Because of findings like this, the liver surgery groups at Memorial Sloan-Kettering and M. D. Anderson are participating in clinical trials that combine regional and systemic chemotherapy in an effort to reduce the incidence of recurrence and improve long-term survival. These studies should include all colorectal cancer patients undergoing liver resection with curative intent, until such time as molecular and biological prognostic markers are developed that identify more accurately those patients at highest risk for recurrent disease.


The authors discuss the role of cryoablation in the treatment of patients with otherwise unresectable liver metastases. It is often possible to resect disease in one lobe and ablate one or two tumor nodules in the opposite lobe. This approach increases the number of patients who can be treated with curative intent. The few studies with long-term follow-up indicate that survival rates following cryoablation of liver metastases are similar to those achieved after liver resection. Cryoablation is, however, technically demanding, has local recurrence rates up to 20%, and is associated with significant morbidity in up to 40% of treated patients.[2]

Radiofrequency Ablation

We are currently investigating a newer technique— radiofrequency ablation—to control unresectable primary and metastatic liver tumors. Radiofrequency ablation can be performed through a percutaneous or intraoperative approach. This technique achieves coagulative necrosis of hepatic tumors by passing an electrical current across monopolar or bipolar needle electrodes that are placed into the tumor using ultrasound guidance. Of the 123 patients with unresectable liver tumors that we treated with radiofrequency ablation, 3 developed complications (2.4% complication rate) and none died, whereas our experience with cryoablation led to a 2% mortality rate and a 39% morbidity rate.[3]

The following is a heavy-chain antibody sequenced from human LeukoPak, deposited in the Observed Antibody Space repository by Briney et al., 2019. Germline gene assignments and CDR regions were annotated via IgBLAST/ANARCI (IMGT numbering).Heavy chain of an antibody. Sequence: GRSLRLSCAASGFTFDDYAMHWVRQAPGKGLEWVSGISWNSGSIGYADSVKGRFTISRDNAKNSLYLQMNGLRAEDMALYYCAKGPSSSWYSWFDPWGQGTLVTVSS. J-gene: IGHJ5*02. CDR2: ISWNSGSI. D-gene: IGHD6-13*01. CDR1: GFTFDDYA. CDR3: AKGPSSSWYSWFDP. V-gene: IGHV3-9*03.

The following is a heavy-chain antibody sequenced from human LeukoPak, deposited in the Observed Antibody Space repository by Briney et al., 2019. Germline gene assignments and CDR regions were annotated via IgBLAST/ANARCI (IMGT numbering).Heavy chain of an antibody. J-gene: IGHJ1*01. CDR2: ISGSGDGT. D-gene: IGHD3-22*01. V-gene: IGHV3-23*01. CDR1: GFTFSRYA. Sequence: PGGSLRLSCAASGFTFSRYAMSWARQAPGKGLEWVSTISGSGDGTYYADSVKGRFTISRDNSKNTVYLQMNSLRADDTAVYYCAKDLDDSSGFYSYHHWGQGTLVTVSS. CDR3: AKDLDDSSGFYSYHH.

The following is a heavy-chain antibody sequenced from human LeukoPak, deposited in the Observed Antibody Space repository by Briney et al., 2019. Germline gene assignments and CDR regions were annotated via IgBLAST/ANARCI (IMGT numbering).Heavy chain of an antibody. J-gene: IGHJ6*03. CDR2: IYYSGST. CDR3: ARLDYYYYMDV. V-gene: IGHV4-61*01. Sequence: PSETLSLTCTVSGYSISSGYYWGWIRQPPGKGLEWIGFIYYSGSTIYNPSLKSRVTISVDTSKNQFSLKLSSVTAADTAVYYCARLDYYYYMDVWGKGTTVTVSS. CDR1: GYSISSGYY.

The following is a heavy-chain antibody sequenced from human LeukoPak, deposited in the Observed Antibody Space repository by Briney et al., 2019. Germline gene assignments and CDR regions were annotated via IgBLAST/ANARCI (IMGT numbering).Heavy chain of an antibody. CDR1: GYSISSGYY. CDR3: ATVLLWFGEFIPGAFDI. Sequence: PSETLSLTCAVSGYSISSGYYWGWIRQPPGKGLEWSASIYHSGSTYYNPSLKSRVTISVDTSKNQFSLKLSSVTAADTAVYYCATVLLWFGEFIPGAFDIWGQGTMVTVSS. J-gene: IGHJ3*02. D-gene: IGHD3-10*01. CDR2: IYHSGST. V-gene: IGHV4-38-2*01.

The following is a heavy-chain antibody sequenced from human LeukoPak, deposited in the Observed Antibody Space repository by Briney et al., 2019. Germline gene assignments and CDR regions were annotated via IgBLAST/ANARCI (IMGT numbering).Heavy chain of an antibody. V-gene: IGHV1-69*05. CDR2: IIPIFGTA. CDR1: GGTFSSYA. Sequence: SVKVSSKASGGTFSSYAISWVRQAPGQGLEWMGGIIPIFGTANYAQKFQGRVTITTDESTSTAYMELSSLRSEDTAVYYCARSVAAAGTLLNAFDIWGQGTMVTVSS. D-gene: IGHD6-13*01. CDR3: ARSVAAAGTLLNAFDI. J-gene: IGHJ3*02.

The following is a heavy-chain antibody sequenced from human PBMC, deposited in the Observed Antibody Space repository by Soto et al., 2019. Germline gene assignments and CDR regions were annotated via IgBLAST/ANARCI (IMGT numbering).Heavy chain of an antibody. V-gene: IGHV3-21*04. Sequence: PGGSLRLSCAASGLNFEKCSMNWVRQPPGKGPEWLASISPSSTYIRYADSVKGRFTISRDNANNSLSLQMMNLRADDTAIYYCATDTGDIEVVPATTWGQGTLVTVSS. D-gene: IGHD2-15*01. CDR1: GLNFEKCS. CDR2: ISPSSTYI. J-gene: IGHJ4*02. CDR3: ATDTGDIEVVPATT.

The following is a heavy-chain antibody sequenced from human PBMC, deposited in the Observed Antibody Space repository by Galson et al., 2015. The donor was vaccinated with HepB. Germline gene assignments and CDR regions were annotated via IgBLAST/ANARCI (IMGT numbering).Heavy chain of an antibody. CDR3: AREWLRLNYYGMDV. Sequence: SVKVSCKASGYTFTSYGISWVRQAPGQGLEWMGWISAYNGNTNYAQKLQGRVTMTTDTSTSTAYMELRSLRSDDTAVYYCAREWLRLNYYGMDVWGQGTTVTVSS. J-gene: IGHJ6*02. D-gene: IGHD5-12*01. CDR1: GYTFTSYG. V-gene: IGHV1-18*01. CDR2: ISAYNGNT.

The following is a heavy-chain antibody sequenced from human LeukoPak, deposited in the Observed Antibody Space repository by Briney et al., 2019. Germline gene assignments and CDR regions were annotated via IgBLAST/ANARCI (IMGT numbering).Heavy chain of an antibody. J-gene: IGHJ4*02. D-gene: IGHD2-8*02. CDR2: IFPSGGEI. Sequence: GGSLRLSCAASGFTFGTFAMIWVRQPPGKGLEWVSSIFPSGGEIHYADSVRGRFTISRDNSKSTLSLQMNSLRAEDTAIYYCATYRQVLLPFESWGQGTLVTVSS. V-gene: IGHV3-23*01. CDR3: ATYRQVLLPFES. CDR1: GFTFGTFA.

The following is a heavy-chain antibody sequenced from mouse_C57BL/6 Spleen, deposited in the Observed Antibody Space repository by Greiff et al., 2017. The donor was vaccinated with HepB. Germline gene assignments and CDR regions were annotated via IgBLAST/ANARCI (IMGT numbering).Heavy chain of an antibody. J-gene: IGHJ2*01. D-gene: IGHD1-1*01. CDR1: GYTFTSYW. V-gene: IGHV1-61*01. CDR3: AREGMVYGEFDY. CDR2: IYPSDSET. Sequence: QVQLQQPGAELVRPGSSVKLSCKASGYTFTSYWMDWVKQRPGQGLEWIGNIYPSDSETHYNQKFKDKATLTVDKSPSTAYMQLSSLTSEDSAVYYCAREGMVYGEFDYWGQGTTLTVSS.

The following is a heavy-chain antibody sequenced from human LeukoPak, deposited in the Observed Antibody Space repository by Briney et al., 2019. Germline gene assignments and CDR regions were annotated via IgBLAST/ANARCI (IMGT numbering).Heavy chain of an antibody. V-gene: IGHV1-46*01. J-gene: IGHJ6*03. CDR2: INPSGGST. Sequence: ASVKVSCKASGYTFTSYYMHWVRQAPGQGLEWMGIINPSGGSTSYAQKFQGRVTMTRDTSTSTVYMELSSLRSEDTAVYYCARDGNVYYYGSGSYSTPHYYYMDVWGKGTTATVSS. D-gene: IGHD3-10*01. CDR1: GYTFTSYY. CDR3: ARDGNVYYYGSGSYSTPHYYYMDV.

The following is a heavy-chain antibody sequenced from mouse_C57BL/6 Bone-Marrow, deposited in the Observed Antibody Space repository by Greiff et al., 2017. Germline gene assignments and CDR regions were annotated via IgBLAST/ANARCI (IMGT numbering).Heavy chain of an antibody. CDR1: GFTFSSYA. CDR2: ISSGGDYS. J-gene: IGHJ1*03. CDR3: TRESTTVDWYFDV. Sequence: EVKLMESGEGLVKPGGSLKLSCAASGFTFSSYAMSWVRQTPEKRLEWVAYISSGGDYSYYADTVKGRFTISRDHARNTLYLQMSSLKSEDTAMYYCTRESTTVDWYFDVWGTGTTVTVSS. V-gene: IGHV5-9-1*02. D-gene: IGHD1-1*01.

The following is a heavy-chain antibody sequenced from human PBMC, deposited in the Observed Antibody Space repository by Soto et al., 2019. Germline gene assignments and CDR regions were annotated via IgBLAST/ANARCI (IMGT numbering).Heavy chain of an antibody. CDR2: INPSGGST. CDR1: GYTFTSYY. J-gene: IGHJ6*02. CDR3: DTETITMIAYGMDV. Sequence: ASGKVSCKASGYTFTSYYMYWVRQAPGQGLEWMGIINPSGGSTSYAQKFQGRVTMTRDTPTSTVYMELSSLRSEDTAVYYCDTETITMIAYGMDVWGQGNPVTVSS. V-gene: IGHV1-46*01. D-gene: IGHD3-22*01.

With a median follow-up of 11 months, the local recurrence rate in tumors treated with radiofrequency ablation is 1.8%. As with cryoablation, some of the patients undergo resection in one lobe and radiofrequency ablation of tumor in the opposite lobe. Clearly, longer follow-up of patients who underwent radiofrequency ablation is needed to determine recurrence and survival rates.

Our expectation is that radiofrequency ablation of colorectal cancer liver metastases will produce long-term survival rates similar to those achieved with liver resection or cryoablation, but with a significantly lower complication rate than cryoablation. We believe that this technique will increase the number of patients with liver-only metastases who will be candidates for complete ablation of all measurable disease.

We are now embarking on a new clinical study that will combine radiofrequency ablation of colorectal cancer liver metastases with adjuvant regional and systemic chemotherapy, again in an attempt to reduce recurrence rates and improve overall survival. These aggressive multidisciplinary trials that combine surgical resection or ablation of colorectal cancer liver metastases with adjuvant chemotherapy provide our patients with the best opportunity for prolonged survival.


1. Curley SA, Roh MS, Chase JL, et al: Adjuvant hepatic arterial infusion chemotherapy after curative resection of colorectal liver metastases. Am J Surg 166:743-748, 1993.

2. Gagne DJ, Roh MS: Cryosurgery for hepatic malignancies, in Curley SA (ed): Liver Cancer, pp 173-200. New York, Springer Verlag, 1998.

3. Curley SA, Izzo F, Delrio P, et al: Radiofrequency ablation of unresectable primary and metastatic hepatic malignancies: Results in 123 patients. Ann Surg, 1998 (in press).